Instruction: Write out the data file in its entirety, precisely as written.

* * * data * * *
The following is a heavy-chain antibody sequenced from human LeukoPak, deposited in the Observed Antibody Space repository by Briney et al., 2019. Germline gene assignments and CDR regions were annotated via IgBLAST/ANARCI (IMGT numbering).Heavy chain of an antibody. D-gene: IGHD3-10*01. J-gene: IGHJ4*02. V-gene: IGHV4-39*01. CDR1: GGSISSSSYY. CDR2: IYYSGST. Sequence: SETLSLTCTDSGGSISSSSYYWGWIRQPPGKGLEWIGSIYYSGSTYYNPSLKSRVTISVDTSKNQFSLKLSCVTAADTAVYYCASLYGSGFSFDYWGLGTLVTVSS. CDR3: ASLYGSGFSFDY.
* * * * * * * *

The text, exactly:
The following is a heavy-chain antibody sequenced from human LeukoPak, deposited in the Observed Antibody Space repository by Briney et al., 2019. Germline gene assignments and CDR regions were annotated via IgBLAST/ANARCI (IMGT numbering).Heavy chain of an antibody. D-gene: IGHD3-10*01. J-gene: IGHJ4*02. V-gene: IGHV4-39*01. CDR1: GGSISSSSYY. CDR2: IYYSGST. Sequence: SETLSLTCTDSGGSISSSSYYWGWIRQPPGKGLEWIGSIYYSGSTYYNPSLKSRVTISVDTSKNQFSLKLSCVTAADTAVYYCASLYGSGFSFDYWGLGTLVTVSS. CDR3: ASLYGSGFSFDY.